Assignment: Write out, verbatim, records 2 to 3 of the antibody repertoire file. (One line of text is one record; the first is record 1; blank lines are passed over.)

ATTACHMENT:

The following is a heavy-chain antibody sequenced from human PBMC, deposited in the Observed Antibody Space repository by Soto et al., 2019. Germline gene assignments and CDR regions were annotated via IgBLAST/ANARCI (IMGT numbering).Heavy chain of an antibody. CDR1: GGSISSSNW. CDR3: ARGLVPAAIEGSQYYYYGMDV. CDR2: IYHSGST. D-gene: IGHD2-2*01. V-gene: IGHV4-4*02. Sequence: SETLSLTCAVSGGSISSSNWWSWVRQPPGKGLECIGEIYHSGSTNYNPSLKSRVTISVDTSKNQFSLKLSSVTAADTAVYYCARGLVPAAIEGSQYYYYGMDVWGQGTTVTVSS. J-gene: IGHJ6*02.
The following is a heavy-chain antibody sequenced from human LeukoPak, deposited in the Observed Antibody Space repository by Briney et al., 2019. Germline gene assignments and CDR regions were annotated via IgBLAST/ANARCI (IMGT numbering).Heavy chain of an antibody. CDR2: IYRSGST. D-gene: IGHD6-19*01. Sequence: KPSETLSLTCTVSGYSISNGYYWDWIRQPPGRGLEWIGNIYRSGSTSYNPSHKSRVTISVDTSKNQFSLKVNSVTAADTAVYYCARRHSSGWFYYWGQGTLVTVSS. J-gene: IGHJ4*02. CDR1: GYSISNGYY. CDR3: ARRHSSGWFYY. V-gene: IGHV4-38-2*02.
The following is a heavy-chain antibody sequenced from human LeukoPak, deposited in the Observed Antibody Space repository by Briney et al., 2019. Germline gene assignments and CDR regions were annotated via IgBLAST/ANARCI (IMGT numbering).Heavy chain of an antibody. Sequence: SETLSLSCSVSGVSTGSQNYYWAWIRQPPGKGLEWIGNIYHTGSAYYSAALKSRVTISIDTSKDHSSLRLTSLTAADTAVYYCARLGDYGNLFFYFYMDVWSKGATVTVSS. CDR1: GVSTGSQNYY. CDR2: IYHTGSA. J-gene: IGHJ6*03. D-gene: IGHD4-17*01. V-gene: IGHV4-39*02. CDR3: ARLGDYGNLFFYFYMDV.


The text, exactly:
The following is a heavy-chain antibody sequenced from human LeukoPak, deposited in the Observed Antibody Space repository by Briney et al., 2019. Germline gene assignments and CDR regions were annotated via IgBLAST/ANARCI (IMGT numbering).Heavy chain of an antibody. CDR2: IYRSGST. D-gene: IGHD6-19*01. Sequence: KPSETLSLTCTVSGYSISNGYYWDWIRQPPGRGLEWIGNIYRSGSTSYNPSHKSRVTISVDTSKNQFSLKVNSVTAADTAVYYCARRHSSGWFYYWGQGTLVTVSS. J-gene: IGHJ4*02. CDR1: GYSISNGYY. CDR3: ARRHSSGWFYY. V-gene: IGHV4-38-2*02.
The following is a heavy-chain antibody sequenced from human LeukoPak, deposited in the Observed Antibody Space repository by Briney et al., 2019. Germline gene assignments and CDR regions were annotated via IgBLAST/ANARCI (IMGT numbering).Heavy chain of an antibody. Sequence: SETLSLSCSVSGVSTGSQNYYWAWIRQPPGKGLEWIGNIYHTGSAYYSAALKSRVTISIDTSKDHSSLRLTSLTAADTAVYYCARLGDYGNLFFYFYMDVWSKGATVTVSS. CDR1: GVSTGSQNYY. CDR2: IYHTGSA. J-gene: IGHJ6*03. D-gene: IGHD4-17*01. V-gene: IGHV4-39*02. CDR3: ARLGDYGNLFFYFYMDV.